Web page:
She who writes this for me does not know she does it thus. As she takes a thoughtful bite of plain, buttered bread, a favorite snack for those days in which she feels the craving to write, she thinks she is safe, that I am merely creative inspiration— how could I touch her on a day like today, when the day is golden and hazy, the sun warming the trees that are yellowing in preparation for autumn? She fancies herself safe from me and that I am not real— not real like the fear that has consumed her on numerous nights, nights where she believed me to be a figment of her imagination.
She truly could feel me. I allowed her to feel me, this teenage girl, considered "disturbed" and "emo," listening to System of a Down even as I give her the words to write. Ironically, the song is "Revenga."
A chill wind touches her fevered head now, a wind I have sent for her, giving her goosebumps and causing the pale golden hairs, in contrast with her tanned skin, to stand up on her arm.
No, she doesn't realize that I am all too real. In her mind, I am merely a piece of something else, an inspiration from a book she only just finished reading. I had known she would read this select piece of literature eventually, and it was through that I would give to her my knowledge.
The author whose tale she had just finished reading, a well-known horror novelist with equally well-known stories of vampires, had little idea of the truth of how we work. She was closer to it than most, but my authoress, who types my tale furiously (I believe her current typing speed is 75 wpm?), knew even this one did not have it correctly. There are still parts to it which were not right.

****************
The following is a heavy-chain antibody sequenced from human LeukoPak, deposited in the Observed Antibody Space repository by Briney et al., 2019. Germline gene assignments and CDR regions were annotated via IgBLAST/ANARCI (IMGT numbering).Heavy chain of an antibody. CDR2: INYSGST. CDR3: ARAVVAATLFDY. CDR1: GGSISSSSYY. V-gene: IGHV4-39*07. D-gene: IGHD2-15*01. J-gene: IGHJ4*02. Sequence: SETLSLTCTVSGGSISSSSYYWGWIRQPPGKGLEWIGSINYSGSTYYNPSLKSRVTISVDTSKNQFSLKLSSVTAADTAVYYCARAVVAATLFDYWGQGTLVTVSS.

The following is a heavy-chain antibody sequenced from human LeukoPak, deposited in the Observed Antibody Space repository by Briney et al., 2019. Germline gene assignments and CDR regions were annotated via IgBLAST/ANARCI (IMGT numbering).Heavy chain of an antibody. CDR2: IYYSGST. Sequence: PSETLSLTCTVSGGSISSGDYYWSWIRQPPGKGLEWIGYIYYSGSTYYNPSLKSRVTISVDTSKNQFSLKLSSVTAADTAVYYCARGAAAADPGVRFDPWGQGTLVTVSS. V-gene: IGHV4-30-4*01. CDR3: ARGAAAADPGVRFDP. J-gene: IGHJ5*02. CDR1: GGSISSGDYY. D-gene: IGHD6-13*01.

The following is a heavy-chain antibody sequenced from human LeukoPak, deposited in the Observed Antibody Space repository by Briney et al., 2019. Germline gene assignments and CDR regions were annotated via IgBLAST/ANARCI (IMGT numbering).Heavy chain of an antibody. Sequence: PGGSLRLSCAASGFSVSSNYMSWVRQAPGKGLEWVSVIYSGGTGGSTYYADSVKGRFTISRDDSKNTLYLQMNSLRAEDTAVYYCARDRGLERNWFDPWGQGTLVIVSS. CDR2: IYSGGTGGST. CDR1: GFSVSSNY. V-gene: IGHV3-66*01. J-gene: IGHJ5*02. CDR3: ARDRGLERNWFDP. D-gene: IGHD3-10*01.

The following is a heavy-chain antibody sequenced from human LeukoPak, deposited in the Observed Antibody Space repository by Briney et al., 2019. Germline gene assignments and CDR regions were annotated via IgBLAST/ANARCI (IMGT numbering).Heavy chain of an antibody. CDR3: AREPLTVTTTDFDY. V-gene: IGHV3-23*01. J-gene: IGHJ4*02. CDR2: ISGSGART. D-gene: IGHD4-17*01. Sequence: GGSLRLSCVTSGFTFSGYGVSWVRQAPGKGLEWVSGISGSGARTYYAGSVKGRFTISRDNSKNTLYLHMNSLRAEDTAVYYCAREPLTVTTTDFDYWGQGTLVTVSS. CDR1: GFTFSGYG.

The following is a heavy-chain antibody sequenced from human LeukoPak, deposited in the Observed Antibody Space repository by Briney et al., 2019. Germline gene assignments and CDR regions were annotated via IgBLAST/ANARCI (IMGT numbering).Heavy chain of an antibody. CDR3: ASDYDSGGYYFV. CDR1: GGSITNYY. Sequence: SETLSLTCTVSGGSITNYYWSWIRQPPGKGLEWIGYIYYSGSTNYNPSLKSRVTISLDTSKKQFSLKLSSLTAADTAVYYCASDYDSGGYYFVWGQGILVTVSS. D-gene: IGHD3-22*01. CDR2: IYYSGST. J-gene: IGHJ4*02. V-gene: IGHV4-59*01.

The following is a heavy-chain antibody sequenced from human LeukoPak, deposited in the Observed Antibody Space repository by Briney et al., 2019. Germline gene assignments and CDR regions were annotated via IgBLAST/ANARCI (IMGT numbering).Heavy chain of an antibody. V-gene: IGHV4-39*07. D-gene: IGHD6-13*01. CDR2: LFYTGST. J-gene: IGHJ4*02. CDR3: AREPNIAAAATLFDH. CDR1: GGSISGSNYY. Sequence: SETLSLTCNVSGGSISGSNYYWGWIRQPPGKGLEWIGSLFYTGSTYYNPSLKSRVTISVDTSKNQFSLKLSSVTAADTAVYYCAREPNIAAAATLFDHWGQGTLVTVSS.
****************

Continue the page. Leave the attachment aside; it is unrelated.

Therefore, although at my own risk as traitor to my species, I am revealing this to her. I have planned it, planned it for years. I always knew that this girl would be the one for my tale— I have watched her, seen the infinite power of her mental workings, workings that she does not fully comprehend but knows are there.
I am Paulette, so ironically named after one of the most faithful of Jesus' disciples. On the mountain on which this girl lives, I seem far from her— though we see each other almost every day, she has never bothered looking at her surroundings, and I am well aware of this.
I am a damned creature, but I refuse to cease holding onto this life as so many of my species have. I will reveal what has happened thus far to my pretty young scribe, who cannot know that this is all she is, but this is merely an incomplete story— no stories, most clearly those of nonfiction, although fiction lacks them as well, have true endings. For, in these created universes, or spun worlds that the authors have created, the characters continue to live on, and when they die, their children do the same. Tales do not end, merely spiral outwards to the point where a thoughtful author or authoress feels the need to cut things off. Perhaps it is purely because the tale has reached as far as it is that day, perhaps it is because the sheer possibilities of continuing on for thousands of generations is overwhelming to our authors.
But there are no true endings, and as such my own tale will have no ending, though the part to be written shall.